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  4. Speaker Meaning and Conventional Meaning in Legal Norms.Boyan Bahanov - 2022 - Philosophical Alternatives 31 (1):120-138.
    Law is a main source of justice in a democratic society, and as such it must send clear and unequivocal messages to its addressees. Therefore, the question of the meaning in the legal vocabulary does not lose its relevance and universality. The present study examines the question of the linguistic significance of legal norms in legal vocabulary, applying an interdisciplinary approach. Joining the thesis that the legislation can be considered as an expression of the legally significant will of the rule-making (...)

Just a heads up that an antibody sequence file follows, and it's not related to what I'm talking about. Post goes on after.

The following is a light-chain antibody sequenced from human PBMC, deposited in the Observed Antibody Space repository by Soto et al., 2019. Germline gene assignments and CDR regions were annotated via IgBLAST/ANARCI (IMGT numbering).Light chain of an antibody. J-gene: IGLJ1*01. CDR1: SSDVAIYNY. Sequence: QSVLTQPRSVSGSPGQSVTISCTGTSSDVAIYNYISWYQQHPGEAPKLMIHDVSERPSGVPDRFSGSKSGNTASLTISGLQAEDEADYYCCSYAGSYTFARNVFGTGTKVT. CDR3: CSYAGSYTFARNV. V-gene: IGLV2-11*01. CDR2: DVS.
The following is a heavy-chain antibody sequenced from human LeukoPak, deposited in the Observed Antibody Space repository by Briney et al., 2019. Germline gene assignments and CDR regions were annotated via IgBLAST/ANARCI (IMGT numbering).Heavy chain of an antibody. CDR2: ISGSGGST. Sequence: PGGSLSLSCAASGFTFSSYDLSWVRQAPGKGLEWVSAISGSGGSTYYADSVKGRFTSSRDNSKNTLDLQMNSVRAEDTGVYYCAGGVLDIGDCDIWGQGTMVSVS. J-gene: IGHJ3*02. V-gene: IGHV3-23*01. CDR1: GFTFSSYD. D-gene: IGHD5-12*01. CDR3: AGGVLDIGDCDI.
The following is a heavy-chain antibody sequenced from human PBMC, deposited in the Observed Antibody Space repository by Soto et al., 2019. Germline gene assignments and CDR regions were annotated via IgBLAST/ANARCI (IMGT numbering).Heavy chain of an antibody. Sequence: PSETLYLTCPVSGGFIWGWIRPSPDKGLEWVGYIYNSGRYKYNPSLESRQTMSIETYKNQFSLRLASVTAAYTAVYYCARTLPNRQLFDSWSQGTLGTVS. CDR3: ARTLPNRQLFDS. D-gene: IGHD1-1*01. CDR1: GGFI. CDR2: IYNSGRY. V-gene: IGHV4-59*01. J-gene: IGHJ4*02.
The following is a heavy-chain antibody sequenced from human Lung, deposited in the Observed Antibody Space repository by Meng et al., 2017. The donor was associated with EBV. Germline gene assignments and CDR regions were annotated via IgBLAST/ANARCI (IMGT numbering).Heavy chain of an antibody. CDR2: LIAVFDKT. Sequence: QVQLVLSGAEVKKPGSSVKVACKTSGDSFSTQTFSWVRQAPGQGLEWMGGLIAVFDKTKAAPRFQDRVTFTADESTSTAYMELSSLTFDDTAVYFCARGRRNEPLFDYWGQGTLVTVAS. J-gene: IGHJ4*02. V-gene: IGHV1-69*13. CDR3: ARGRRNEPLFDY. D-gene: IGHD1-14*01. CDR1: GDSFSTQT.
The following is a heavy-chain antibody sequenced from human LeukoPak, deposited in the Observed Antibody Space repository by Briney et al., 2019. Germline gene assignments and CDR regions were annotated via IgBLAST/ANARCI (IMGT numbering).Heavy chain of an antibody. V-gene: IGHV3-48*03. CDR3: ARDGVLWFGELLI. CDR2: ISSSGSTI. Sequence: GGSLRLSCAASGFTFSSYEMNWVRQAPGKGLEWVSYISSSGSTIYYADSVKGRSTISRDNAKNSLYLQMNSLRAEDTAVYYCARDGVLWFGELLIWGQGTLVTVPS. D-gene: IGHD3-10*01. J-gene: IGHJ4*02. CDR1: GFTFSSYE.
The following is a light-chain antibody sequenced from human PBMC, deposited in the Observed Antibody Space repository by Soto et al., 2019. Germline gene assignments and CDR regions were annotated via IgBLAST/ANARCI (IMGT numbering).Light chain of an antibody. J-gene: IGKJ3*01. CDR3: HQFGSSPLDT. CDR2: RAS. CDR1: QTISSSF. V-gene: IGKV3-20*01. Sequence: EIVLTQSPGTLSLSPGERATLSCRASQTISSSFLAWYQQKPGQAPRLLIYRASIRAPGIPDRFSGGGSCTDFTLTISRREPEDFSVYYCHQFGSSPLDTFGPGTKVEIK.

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  5. ON THE “NATURALIST” CRITIQUE OF CLEMENT GREENBERG VIDE KANT: A MISTAKEN & HANDED-DOWN CRITIQUE.Ekin Erkan - 2023 - Cosmos and History : The Journal of Natural and Social Philosophy 19 (2):52-72.
    According to commentators like Rosalind Krauss, Briony Fer, Caroline Jones, and Michael Fried, Clement Greenberg’s formalist/positivist device of “medium-specificity” debars errant affective aesthetic experiences that are embodied; despite significant differences in how these theorists arrive at this conclusion, one shared point of emphasis is Greenberg’s inheriting Kant’s disinterested conception of pleasure in reflective judgments of beauty. Offering a textualist review of Kant’s Analytic of the Beautiful, I seek to demonstrate that neither Greenberg, nor Greenberg’s critics, are correct in their account (...)
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  6. What Do Law Professors Believe about Law and the Legal Academy?Eric Martínez & Kevin Tobia - 2023 - Georgetown Law Journal 112:111-189.